The conservative Twitterverse reacted strongly and negatively (quel shock!) to my defense of Valerie Jarrett. The resulting “instalanche” featured all sorts of personal insults and righteous umbrage. I made liberal use of Twitter’s block feature. But there were numerous accusations of hypocrisy that cannot go ignored — because they were right.
Many of the snarling conservatives pointed to a piece I wrote about Sarah Palin in July 2011. I recall having fun writing it because it combined politics and fashion and contemplated how the latter impacts one’s viability in the former. Yet, I couldn’t help but wince at some of what I wrote.
Folks want to be able to envision someone sitting in the Oval Office. They don’t necessarily want to envision them in the pages of Esquire magazine’s “Sexiest Woman Alive 2011” or Maxim. She can’t possibly be taken seriously as a presidential contender dressed like that, especially since this is the second time she has graced Newsweek in a less-than-presidential pose.
As a good liberal, I should know better than to comment on a woman’s appearance, especially professionally. It should have no bearing on her abilities or competence. At least, that’s the point many conservatives who usually pooh-pooh accusations of sexism or rail against “war on women” rhetoric were making. The motivation behind calling out my sexist double standard isn’t important. What is important is that I acknowledge it.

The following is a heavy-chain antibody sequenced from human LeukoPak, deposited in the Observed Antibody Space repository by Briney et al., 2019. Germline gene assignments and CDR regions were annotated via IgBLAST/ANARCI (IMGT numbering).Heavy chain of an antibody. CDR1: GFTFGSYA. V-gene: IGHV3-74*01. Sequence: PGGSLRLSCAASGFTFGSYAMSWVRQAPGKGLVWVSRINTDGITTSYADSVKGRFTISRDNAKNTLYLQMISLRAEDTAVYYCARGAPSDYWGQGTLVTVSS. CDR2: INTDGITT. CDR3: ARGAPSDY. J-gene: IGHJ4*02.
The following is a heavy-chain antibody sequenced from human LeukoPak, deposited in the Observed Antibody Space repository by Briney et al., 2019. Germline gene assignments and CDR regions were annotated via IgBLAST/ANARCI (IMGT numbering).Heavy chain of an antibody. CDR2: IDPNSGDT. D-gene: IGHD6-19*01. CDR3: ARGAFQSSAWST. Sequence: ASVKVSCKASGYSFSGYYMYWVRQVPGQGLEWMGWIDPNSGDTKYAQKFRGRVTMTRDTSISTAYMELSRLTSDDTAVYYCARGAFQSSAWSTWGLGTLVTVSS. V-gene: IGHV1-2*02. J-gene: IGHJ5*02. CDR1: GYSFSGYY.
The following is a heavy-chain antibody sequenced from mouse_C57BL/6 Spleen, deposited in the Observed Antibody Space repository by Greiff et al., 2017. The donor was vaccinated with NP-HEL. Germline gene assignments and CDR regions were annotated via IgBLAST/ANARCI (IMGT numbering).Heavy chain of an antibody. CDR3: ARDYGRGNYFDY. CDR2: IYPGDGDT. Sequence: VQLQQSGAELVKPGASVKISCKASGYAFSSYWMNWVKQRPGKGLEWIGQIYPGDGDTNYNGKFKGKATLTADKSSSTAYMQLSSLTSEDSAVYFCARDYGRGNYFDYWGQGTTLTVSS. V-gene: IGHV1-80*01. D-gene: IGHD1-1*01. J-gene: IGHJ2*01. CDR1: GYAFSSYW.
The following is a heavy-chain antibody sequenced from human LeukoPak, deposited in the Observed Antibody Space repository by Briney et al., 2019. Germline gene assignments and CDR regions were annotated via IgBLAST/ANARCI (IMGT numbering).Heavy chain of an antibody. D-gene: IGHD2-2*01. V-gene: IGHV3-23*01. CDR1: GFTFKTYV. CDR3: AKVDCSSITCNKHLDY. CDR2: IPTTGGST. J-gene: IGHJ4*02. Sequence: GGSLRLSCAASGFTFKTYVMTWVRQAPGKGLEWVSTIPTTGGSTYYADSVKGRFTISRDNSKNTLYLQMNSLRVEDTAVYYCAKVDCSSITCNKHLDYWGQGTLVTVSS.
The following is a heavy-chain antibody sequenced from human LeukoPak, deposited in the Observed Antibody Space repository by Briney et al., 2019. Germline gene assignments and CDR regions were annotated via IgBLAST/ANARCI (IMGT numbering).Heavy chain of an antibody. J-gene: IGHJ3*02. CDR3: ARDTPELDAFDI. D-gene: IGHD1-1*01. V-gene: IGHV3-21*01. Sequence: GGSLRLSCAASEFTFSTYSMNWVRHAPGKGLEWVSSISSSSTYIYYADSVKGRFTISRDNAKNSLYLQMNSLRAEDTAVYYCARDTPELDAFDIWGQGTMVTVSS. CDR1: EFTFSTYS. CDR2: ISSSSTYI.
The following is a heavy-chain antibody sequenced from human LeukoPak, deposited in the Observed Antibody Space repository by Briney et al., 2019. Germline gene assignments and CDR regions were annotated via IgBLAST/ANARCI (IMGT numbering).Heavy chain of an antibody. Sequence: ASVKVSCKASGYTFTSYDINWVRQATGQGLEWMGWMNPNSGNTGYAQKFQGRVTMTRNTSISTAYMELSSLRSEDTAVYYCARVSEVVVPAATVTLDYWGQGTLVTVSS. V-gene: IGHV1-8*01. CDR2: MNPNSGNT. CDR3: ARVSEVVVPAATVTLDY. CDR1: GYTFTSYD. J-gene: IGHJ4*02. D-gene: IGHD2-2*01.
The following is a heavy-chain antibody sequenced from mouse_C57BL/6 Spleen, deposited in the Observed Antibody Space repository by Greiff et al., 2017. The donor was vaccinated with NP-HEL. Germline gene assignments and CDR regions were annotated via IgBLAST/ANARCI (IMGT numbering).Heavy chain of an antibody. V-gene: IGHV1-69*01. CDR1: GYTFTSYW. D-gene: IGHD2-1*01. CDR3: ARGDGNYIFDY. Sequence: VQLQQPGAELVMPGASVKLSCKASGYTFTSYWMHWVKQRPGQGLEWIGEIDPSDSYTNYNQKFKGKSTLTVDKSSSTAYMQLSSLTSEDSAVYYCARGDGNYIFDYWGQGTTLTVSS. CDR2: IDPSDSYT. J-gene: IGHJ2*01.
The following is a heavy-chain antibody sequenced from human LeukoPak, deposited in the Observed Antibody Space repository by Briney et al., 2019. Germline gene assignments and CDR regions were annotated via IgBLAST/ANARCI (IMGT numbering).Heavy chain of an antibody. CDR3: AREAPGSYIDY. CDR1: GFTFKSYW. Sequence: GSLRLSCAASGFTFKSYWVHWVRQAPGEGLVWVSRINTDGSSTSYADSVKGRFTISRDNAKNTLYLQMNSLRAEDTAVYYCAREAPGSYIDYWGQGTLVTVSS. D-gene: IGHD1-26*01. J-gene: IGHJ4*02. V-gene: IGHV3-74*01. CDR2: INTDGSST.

My problem with Palin was never about her clothes. It was about her substance — or lack thereof. How she dressed for two magazine covers was irrelevant compared to her utter lack of preparation to be the 2008 Republican vice presidential nominee, her willingness to ditch the governorship of Alaska after only half a term and her inability to articulate a vision for her party and the country that rose above pablum and snarky one-liners. My argument against her would have had a stronger foundation had I kept the focus on that.
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